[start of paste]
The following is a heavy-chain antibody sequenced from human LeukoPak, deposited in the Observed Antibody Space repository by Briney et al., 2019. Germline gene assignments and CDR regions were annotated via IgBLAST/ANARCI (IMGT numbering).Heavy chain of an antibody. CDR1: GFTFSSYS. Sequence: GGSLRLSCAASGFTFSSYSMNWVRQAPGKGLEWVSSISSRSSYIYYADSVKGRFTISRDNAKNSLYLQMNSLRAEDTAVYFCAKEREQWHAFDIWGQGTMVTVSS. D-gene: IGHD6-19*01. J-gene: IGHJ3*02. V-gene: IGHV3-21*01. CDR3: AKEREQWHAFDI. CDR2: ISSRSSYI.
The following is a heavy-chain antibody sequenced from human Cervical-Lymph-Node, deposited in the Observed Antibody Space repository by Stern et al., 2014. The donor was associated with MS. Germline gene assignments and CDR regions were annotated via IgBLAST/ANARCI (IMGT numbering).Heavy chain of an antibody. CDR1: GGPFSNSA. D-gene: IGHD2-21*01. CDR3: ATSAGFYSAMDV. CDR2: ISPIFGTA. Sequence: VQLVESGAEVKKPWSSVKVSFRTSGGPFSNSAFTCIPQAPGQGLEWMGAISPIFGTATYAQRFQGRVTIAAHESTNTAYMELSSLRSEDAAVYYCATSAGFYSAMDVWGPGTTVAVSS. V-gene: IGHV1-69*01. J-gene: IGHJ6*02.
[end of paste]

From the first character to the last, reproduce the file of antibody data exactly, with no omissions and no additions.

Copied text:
The following is a heavy-chain antibody sequenced from human LeukoPak, deposited in the Observed Antibody Space repository by Briney et al., 2019. Germline gene assignments and CDR regions were annotated via IgBLAST/ANARCI (IMGT numbering).Heavy chain of an antibody. CDR1: GFTFSSYS. Sequence: GGSLRLSCAASGFTFSSYSMNWVRQAPGKGLEWVSSISSRSSYIYYADSVKGRFTISRDNAKNSLYLQMNSLRAEDTAVYFCAKEREQWHAFDIWGQGTMVTVSS. D-gene: IGHD6-19*01. J-gene: IGHJ3*02. V-gene: IGHV3-21*01. CDR3: AKEREQWHAFDI. CDR2: ISSRSSYI.
The following is a heavy-chain antibody sequenced from human Cervical-Lymph-Node, deposited in the Observed Antibody Space repository by Stern et al., 2014. The donor was associated with MS. Germline gene assignments and CDR regions were annotated via IgBLAST/ANARCI (IMGT numbering).Heavy chain of an antibody. CDR1: GGPFSNSA. D-gene: IGHD2-21*01. CDR3: ATSAGFYSAMDV. CDR2: ISPIFGTA. Sequence: VQLVESGAEVKKPWSSVKVSFRTSGGPFSNSAFTCIPQAPGQGLEWMGAISPIFGTATYAQRFQGRVTIAAHESTNTAYMELSSLRSEDAAVYYCATSAGFYSAMDVWGPGTTVAVSS. V-gene: IGHV1-69*01. J-gene: IGHJ6*02.